LONDON — Manu Atelier, the Istanbul-based accessories label, is expanding its presence beyond Turkey, partnering with big international retailers such as Net-a-porter and Selfridges, while earlier this year, it launched in the U.S. with Opening Ceremony and online with Shopbop.com
The brand’s cofounders, sisters Merve and Beste Manastir, are pushing ahead against a backdrop of economic and political instability in Turkey, where multiple terror attacks and a coup occurred last year. While company sales have not been directly impacted, Merve Manastir told WWD that tourism took a hit and women became more cautious about buying luxury products during such a difficult time.
Moving the company’s headquarters is not currently an option, as production is based in Istanbul and the city’s local customers were among the brand’s first and most loyal supporters. She said they are still visiting the showroom to make regular purchases. Manastir also explained the Turkish government has been a big supporter of local producers who export globally, while Vakko department stores, one of Manu Atelier’s first and biggest accounts, stocks the label throughout Turkey.
In response to the country’s political instability, the sisters have updated their signature Pristine structured, cross-body bag in optimistic pastel hues and embroideries of swallows for spring. “We wanted people to hold on to their freedom and their individuality,” said Manastir.
The brand is also considering expanding its product offer in the future while focusing on introducing new styles and continuing to improve the Pristine model. “The Pristine is like the iPhone for us. We are always looking at improving the linings, hardware and materials we use, to make it as longlasting as possible” she said. “It’s really hard to make a new shape, especially in the bag industry. But we are a young brand and people expect something new to see.”
Other popular styles include the Demi, a mini tote that can also be worn cross body, and the “Fernweh,” a soft suede backpack in the brand’s signature geometric shapes.
Manu Atelier prides itself on creating handcrafted products at accessible prices, drawing on the sisters’ family heritage. Their father, a leather goods manufacturer and craftsman who’s been in the business for more than 55 years, still cuts the pattern for every single bag the brand produces.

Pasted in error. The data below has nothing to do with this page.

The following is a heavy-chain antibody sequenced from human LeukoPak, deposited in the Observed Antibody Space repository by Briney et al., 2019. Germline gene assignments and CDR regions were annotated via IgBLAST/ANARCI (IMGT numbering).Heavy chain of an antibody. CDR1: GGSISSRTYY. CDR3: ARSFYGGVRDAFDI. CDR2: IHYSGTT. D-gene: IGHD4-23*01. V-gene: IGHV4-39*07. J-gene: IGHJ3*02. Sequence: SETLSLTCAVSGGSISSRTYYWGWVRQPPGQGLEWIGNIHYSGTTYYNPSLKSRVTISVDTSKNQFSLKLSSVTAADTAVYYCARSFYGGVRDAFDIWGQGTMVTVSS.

“It’s a family product and it will always be a handcrafted bag, never a fabricated one. We made our atelier and workshop bigger and expanded the labor side to ensure that the last finishes are all stitched by hand. But still, one single man is cutting each bag,” said Manastir.
Prices for the bags range from 285 pounds, or $415 at current exchange, to 365 pounds, or $575.
According to Manastir the company has been keeping margins low to maintain contemporary price points, but as they have to face an unstable global economic situation, following Brexit and the U.S. presidential election, they are reconsidering their pricing to ensure the business is sustainable.
“We buy all of the raw material in U.S. dollars, even while producing locally in Turkey, and with the Turkish lira now being weak against the U.S. dollar, it is of course a challenge to keep the same prices, because we want to keep improving the bags each season,” said Manastir. She added the prices of the bags will have to be increased this year, but they will be minimal, however, as accessibility is a priority for the brand.
Manu’s global sales director Luisa de Paula said there has to be a balance “between maintaining your market position, but also having enough capital to keep things going. At this stage it is all about cashflow. We are growing and suddenly doubled production, so financially we have to pay for that. And if our margins are getting lower and lower then that’s an issue.”
Social media played a major role in spreading brand awareness, and another one of the sisters’ challenges is balancing that exposure with brick-and-mortar distribution. Manestir recalled how the brand started receiving orders from around the world via Instagram after Eva Chen shared a photo of the Pristine on her account. Thousands of fans followed suit and went on to build an online community identified by the hashtag Manuspeople.
“We have always told ourselves that we were going to create a real business, not only fashion. We never thought: ‘Let’s make a bag, give it to an influencer and start making money on our own.’ I think this is a very short-term solution. People still feel more confident while buying from Selfridges or Harrods,” said Manastir.
De Paul also highlighted the importance of having an omnichannel approach, saying: “Because this is a very digital brand it does need physical touch points, so it was about having the right mix of department store and boutique, offline and online.”
A partnership with a big department store is also on the brand’s wish list. “We do want a big American department store and we have been working on that, but we have to make sure that we are ready for them and they are ready for us,” said de Paula. “When you start dealing with those big department stores, there are issues of discount and compliance when you deliver. So as a company we have to be able to deal with the volume, because we have a specific capacity, which we are increasing.”